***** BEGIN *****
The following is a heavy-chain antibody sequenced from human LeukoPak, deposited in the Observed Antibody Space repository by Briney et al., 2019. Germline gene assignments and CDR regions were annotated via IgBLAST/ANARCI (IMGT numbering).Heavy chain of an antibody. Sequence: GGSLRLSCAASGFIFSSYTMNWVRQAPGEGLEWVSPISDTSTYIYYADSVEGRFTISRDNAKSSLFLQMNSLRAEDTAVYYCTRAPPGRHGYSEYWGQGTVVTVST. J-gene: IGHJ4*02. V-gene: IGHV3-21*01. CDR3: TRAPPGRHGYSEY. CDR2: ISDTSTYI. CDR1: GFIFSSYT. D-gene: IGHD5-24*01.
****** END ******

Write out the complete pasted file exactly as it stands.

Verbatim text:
The following is a heavy-chain antibody sequenced from human LeukoPak, deposited in the Observed Antibody Space repository by Briney et al., 2019. Germline gene assignments and CDR regions were annotated via IgBLAST/ANARCI (IMGT numbering).Heavy chain of an antibody. Sequence: GGSLRLSCAASGFIFSSYTMNWVRQAPGEGLEWVSPISDTSTYIYYADSVEGRFTISRDNAKSSLFLQMNSLRAEDTAVYYCTRAPPGRHGYSEYWGQGTVVTVST. J-gene: IGHJ4*02. V-gene: IGHV3-21*01. CDR3: TRAPPGRHGYSEY. CDR2: ISDTSTYI. CDR1: GFIFSSYT. D-gene: IGHD5-24*01.